At 11 o’clock at night, there was still one more bit of writing to do. But I was tired and didn’t feel like it: no energy, physical or creative. Not much stamina. The fan in the window was the sound of sleeping, which is what I wanted to do. I said to self, at least write a sentence. So I wrote a few, and then I kept going, not even looking at the keyboard (I can touch type). This is that piece entirely, proofread only for spelling:
At first, it is repulsive. The knowledge that the heads of one’s children are teeming with bugs is something to stomach. After their showers and before a treatment, we together sit in their messy rooms, with dirty and discarded clothing on the floor around us. It’s easy to feel poor and afflicted. We bicker.
Lice make you pay attention. Inspect. Scrutinize. And you might not like what you see: wax in children’s ears, moles and bites on their heads, hairs in their noses, teeth tartar, chapped lips, and rings of summer’s grime around their necks. And you may tell yourself This is not my beautiful house! And you may tell yourself This is not my beautiful life!
Lice disrupt your routine and get you to miss work. Children stay home from school. After you soak and smear her head for what seems like the tenth time, you plunk little girl in front of the television and let her eat her lunch there, too. You sit, exhausted in mind though not really in body (you’re upper middle class, after all), so you flop in a chair and read an issue of People that you’ve already read. Brittney and Kevin are on the cover.
Now, if their children had lice, you know they’d hire someone to handle it. A former nurse or mother of grown children who prides herself on lice detection and eradication. The business has a cute name, like Lice Busters, and promises confidentiality. It costs $400 a head to delouse it, and you know they’re glad to pay it.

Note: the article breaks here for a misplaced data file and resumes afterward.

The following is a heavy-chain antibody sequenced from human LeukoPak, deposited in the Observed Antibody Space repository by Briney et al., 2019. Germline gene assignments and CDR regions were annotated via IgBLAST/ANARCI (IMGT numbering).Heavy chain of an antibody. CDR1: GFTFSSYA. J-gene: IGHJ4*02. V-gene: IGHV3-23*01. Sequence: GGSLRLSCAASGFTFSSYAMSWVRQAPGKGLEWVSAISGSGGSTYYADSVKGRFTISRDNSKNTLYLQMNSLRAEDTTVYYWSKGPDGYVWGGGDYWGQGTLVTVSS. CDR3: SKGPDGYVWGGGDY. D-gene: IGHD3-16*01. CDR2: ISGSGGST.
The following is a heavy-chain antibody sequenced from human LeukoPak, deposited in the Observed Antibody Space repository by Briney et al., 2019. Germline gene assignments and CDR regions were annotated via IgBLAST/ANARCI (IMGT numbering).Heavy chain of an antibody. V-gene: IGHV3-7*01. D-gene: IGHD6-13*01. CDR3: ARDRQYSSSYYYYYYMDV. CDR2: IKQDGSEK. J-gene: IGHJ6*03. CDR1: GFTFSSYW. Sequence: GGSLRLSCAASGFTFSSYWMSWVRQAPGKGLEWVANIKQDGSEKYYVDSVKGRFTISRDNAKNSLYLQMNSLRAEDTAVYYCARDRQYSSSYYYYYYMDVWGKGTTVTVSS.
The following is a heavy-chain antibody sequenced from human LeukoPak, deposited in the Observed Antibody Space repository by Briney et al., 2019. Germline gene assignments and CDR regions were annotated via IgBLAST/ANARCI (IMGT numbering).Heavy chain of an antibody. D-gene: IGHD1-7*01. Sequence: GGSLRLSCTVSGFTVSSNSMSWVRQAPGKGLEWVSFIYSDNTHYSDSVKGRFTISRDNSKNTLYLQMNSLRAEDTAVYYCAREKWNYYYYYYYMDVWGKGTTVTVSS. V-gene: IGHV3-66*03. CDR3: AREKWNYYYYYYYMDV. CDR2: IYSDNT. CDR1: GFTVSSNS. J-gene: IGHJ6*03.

Why don’t you hire a professional nit-picker? They exist. You read about one in the New Yorker’s “Talk of the Town” section. Into Google you type “lice picker professional Boston,” because that’s where you live. That search avenue fails.
So you call the pediatrician, and you hope she’ll give you a prescription for something strong the kids can take to kill the lice from the inside out. The doctor’s nurse calls back, and she advises you to treat the child with an over-the-counter preparation today, and then try the same preparation again in one week. “That should work,” she chirps.
“I’ve already done that! I want the drug fix!” you want to say, but you don’t. Sighing, you hang up. You’re pretty sure that you already know more about this health topic than the doc does. You’ve lived it. And, like a terminal cancer patient, you’ve turned over every stone for information on new treatments, alternative treatments, and risky ones too. You’re ready to offer your children to medical science: “Study them.” Do anything it takes. The smell of the insecticide in the drugstore lice lotion is driving you mad. You’ve stopped liking it.
The two other children arrive home from school. They join the little one in front of the television, and you ignore all three of them. In a couple of hours, it’ll be dinner time, and then, after that, inspection time. You know how that’ll end and you’re tired in advance. Shampooing, smearing, and then pinch after pinch after pinch after pinch. They’ll go to bed late. You’ll got to bed after you clean out the sink and throw the towels in a hot water wash. Your feet will ache.
In bed, you’ll forgive yourself. You don’t have to love taking care of them every minute of every day. You just have to do it.
Interesting how I switched from first person to second person and then kept going with it. During the day I had been thinking about how a lot of my lice essay deals with the meditative aspects of nit-picking and not much about the frustration. I read, too, a long mostly uninteresting newspaper feature about the local lice scourge and one of its moments stood out for me: the mother, going into her bedroom to cry, when she learns that her daughter is infested, again. I thought, condescendingly, well, surely it’s nothing to cry about. While I never cried when our children had lice (six, seven, eight times?), it made me weary to the bone. And maybe, as this almost freewrite suggests, pissed off, too.
(Third day’s word count? Way more than day two’s, plus another essay started. Momentum is a good thing.)